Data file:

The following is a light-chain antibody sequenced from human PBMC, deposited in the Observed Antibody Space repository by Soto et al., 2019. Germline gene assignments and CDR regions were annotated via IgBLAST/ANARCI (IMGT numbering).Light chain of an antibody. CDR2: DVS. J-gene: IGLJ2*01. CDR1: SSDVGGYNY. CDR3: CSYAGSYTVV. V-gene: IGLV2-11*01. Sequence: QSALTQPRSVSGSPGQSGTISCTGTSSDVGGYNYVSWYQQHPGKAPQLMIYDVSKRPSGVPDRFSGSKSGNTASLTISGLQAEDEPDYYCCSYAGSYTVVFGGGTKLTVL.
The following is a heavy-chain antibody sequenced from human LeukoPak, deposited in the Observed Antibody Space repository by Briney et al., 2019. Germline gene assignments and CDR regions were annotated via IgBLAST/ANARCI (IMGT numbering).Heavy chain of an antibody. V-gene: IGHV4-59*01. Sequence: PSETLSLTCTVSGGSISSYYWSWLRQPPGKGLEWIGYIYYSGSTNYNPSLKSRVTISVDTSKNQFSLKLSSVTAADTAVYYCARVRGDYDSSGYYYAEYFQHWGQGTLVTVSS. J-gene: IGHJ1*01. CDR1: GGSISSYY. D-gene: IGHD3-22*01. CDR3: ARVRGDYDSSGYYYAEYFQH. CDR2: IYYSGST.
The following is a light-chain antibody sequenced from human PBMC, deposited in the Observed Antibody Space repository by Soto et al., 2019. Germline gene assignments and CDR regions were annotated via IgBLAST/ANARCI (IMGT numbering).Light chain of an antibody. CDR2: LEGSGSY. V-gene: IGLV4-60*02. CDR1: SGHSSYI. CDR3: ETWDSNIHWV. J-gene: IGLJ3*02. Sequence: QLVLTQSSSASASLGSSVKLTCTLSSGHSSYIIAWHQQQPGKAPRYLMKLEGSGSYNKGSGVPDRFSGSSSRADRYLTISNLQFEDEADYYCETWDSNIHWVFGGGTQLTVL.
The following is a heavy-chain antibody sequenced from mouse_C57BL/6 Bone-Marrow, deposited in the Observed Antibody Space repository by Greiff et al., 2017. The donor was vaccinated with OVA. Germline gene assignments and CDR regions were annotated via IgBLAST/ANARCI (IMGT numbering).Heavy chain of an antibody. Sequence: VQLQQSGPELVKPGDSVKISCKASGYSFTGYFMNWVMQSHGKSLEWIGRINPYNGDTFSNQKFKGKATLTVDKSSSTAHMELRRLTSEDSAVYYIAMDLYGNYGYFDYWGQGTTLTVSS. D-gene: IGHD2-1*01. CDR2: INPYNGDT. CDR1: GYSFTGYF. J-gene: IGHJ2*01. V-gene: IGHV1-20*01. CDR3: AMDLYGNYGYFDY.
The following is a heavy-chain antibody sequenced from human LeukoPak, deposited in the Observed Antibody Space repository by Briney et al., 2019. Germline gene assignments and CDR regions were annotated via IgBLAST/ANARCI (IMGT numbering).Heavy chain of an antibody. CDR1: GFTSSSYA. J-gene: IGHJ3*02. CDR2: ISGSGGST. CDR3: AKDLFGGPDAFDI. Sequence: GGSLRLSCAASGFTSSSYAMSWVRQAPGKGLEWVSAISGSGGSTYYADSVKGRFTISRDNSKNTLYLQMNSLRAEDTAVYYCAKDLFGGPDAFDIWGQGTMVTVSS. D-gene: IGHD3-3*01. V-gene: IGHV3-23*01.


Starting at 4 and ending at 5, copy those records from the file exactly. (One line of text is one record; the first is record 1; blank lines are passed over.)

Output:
The following is a heavy-chain antibody sequenced from mouse_C57BL/6 Bone-Marrow, deposited in the Observed Antibody Space repository by Greiff et al., 2017. The donor was vaccinated with OVA. Germline gene assignments and CDR regions were annotated via IgBLAST/ANARCI (IMGT numbering).Heavy chain of an antibody. Sequence: VQLQQSGPELVKPGDSVKISCKASGYSFTGYFMNWVMQSHGKSLEWIGRINPYNGDTFSNQKFKGKATLTVDKSSSTAHMELRRLTSEDSAVYYIAMDLYGNYGYFDYWGQGTTLTVSS. D-gene: IGHD2-1*01. CDR2: INPYNGDT. CDR1: GYSFTGYF. J-gene: IGHJ2*01. V-gene: IGHV1-20*01. CDR3: AMDLYGNYGYFDY.
The following is a heavy-chain antibody sequenced from human LeukoPak, deposited in the Observed Antibody Space repository by Briney et al., 2019. Germline gene assignments and CDR regions were annotated via IgBLAST/ANARCI (IMGT numbering).Heavy chain of an antibody. CDR1: GFTSSSYA. J-gene: IGHJ3*02. CDR2: ISGSGGST. CDR3: AKDLFGGPDAFDI. Sequence: GGSLRLSCAASGFTSSSYAMSWVRQAPGKGLEWVSAISGSGGSTYYADSVKGRFTISRDNSKNTLYLQMNSLRAEDTAVYYCAKDLFGGPDAFDIWGQGTMVTVSS. D-gene: IGHD3-3*01. V-gene: IGHV3-23*01.